Makes our ponds look like they have sunk but we think
that it is the sides that are so deep with snow. Not sure
if they have reappeared from under their blankets yet.
It hasn't all been sweetness and light this week for me as this last week I was quite poorly for about 24 hours. I started to feel a bit achy one afternoon but by the evening I was really bad, so bad I went to bed before Ian which is errrrr very bad! I was so cold and I just couldn't get warm, so I was tucked up with the old hot water bottle trying to get some heat into myself.  I was very achy the next morning too and felt really unwell when I woke about 7am, so one cup of tea and a couple of paracetamols and I went back to sleep. I slept till 12pm and that is not like me either. I don't do sleeping in! I think I could count on my hand how many times I have slept in past 9am and that is even as a teenager. Just can't do it. No idea what it was but after my sleep I felt much better and apart from the odd bout of tiredness I am fine now.

Lynx tracks. Two large paws at the front and two smaller
paws at the back. Lack of claws means it is not a dog or fox
I posted a picture of a possible lynx track the other week but we weren't sure if it really was a lynx or not. Now we are pretty certain it is a lynx and it is a regular visitor to our land. Its also probably male as our polytunnel ruins has a slight whiff of "Essence de Tomcat!". Down by our lowest pond are lots of very characteristic cat tracks and, as someone commented, the only other cat besides lynx with a similar gait and foot pattern is a leopard, and there are not many of those in Latvia, so we go with lynx. Funnily enough since the lynx tracks appeared we don't seem to have as many deer tracks, can't think why. Some of the tracks are quite incredible as there is a huge distance between each set of tracks. The lynx must have been on the run but what a colossal stride it has, certainly would not like to meet one on the run.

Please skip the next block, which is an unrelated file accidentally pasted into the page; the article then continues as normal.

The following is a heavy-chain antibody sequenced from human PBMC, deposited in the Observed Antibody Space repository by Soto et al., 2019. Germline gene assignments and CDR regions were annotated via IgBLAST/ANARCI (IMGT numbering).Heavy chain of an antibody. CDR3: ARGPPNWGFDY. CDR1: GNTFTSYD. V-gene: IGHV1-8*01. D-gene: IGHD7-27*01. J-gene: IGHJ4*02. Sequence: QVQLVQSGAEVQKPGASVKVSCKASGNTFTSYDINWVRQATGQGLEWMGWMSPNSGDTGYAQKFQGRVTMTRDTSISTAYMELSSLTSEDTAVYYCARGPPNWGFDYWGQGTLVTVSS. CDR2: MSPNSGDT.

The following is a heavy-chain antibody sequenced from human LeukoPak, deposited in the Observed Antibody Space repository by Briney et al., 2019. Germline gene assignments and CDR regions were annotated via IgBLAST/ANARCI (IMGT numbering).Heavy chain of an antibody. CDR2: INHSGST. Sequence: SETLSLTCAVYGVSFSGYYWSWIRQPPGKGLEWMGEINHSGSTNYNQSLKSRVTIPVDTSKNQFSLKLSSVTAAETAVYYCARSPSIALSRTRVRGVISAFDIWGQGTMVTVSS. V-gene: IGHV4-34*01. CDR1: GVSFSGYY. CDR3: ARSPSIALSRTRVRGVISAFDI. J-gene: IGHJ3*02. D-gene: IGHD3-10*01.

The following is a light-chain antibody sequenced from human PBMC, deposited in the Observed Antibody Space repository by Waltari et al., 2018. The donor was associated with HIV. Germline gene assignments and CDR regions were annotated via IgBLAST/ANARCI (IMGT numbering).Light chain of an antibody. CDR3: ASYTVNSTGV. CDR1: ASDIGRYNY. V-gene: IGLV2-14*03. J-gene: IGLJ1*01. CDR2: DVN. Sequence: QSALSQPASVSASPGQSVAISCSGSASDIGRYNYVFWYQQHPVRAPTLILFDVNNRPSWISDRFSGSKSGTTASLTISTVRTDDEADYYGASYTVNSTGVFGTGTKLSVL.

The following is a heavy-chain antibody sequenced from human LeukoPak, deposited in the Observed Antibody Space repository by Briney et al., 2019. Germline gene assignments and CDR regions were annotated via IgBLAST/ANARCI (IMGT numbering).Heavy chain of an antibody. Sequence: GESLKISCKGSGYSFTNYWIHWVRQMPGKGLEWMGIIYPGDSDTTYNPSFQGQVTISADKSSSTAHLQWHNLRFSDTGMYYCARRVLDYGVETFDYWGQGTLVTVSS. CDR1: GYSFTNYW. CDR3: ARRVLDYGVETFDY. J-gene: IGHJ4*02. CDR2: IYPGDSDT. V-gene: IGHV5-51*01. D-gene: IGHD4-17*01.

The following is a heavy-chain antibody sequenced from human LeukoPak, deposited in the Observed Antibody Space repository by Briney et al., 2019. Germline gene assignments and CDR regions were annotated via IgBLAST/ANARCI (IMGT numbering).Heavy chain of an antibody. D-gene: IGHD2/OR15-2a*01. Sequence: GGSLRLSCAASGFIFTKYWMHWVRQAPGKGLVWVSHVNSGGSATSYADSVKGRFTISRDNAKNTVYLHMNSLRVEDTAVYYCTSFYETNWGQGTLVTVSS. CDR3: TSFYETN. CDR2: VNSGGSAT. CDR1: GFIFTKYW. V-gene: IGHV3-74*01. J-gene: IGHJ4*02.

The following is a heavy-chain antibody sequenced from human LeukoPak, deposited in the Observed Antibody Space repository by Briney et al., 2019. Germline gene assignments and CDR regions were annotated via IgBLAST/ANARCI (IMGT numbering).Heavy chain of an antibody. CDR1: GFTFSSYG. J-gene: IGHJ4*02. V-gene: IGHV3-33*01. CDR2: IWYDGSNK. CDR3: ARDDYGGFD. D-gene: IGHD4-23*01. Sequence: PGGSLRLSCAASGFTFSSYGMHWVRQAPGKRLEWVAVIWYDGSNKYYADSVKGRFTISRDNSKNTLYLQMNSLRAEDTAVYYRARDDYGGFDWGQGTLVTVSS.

1. An ordinary life? Digging a ditch in the snow the height of yourself, seeing the year's first new born goats, sorting out the future of the polytunnel (at last)planning for the next year's plants, learning new knitting stitches and having a lynx in your back garden! Not so ordinary methinks.

    I know what you mean about our lives compared to those in Japan, though. It does bring home the fact that for all our inventiveness and technological know-how and so-called progress and civilisation, we are no match for the sheer force of nature. It puts life into perspective, doesn't it and makes you think about your priorities.

  2. Well I guess it beats the 9-5 game, Mavis :o)

    The earthquake does indeed show you can't prepare for everything and causes us to look at our priorities. Mind you it does also show what can be done to minimise a loss of life if people are valued, as the loss from the earthquake of that magnitude would have been so much worse in many other places.